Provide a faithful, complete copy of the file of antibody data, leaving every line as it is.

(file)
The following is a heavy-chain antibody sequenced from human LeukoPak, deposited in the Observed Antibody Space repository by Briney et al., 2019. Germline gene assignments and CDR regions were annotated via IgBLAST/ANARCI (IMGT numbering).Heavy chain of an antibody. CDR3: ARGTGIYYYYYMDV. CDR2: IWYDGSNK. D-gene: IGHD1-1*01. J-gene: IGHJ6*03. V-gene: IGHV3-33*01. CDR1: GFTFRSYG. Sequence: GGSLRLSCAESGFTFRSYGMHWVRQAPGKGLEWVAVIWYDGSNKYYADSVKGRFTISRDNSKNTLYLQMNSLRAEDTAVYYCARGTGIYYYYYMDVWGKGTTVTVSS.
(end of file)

The following is a heavy-chain antibody sequenced from human LeukoPak, deposited in the Observed Antibody Space repository by Briney et al., 2019. Germline gene assignments and CDR regions were annotated via IgBLAST/ANARCI (IMGT numbering).Heavy chain of an antibody. CDR3: ARGTGIYYYYYMDV. CDR2: IWYDGSNK. D-gene: IGHD1-1*01. J-gene: IGHJ6*03. V-gene: IGHV3-33*01. CDR1: GFTFRSYG. Sequence: GGSLRLSCAESGFTFRSYGMHWVRQAPGKGLEWVAVIWYDGSNKYYADSVKGRFTISRDNSKNTLYLQMNSLRAEDTAVYYCARGTGIYYYYYMDVWGKGTTVTVSS.